Makar Sankranti – Celebration In India

Makar Sankranti – Cultural and Religious Significance

Makar Sankranti is a Hindu festival that is celebrated every year on the 14th of January. It marks the transition of the sun into the zodiac sign of Makara (Capricorn) and the beginning of the harvest season. This festival is observed in many parts of India and Nepal, and it is also known by different names such as Sankranti in Andhra Pradesh, Pongal in South India, Maghi in Punjab, and Bihu in Assam.

Makar Sankranti has a deep cultural and religious significance in Hinduism. It is considered to be an auspicious time for rituals and ceremonies, and people offer prayers to the sun god on this day. Also this festival marks the end of the winter solstice and the beginning of longer days. It is a time to give thanks for the bountiful harvest and to celebrate the end of the cold winter months.

In Hindu mythology, the sun god is believed to be the source of all life and energy, and the festival is seen as a way to pay respect to this deity and seek his blessings.

The history of Makar Sankranti can be traced back to ancient India, where it was celebrated as a festival of harvest. It is mentioned in the ancient Hindu texts such as the Mahabharata and the Puranas, and is believed to have been celebrated for thousands of years. The festival has also been mentioned in the Buddhist texts such as the Jataka Tales, which suggest that it was celebrated by the ancient Buddhists as well.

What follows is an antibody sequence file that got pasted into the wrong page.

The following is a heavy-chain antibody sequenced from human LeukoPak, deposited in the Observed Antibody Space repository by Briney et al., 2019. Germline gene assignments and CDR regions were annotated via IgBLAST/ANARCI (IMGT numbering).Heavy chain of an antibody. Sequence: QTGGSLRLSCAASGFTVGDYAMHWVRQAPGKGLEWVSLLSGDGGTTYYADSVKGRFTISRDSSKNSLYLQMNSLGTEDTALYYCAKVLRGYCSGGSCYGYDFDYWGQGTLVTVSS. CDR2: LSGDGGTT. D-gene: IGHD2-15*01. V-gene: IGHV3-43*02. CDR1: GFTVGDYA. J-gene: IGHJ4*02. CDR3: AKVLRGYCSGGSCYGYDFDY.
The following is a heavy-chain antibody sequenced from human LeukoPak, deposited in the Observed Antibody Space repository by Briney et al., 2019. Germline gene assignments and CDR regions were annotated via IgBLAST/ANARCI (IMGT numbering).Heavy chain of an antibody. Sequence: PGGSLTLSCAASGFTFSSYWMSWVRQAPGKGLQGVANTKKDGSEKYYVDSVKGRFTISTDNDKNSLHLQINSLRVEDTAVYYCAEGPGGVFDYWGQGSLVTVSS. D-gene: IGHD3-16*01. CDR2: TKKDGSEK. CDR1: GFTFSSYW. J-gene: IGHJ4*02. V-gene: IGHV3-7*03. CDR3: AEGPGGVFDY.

Traditions of Makar Sankranti

One of the most important aspects of Makar Sankranti is the offering of prayers and pujas to the sun god Surya. On this day, people take a dip in holy rivers such as the Ganges and the Godavari, and offer prayers and offerings to the sun god, seeking his blessings for a good harvest and prosperity. It is believed that by doing so, people will be able to gain the blessings of the sun god and will be protected from the negative influences of the planet Saturn.

Another important aspect of Makar Sankranti is the exchange of sweets and gifts with loved ones. On this day, people exchange sweets such as Til-gud (sesame and jaggery sweets) and Pitha (rice cakes) with their family and friends, symbolizing the sharing of love and joy. The traditional sweet dish that is common in most parts of India during Makar Sankranti is Til-Gud. It is made of sesame seeds and jaggery and is considered a symbol of sweetness and love.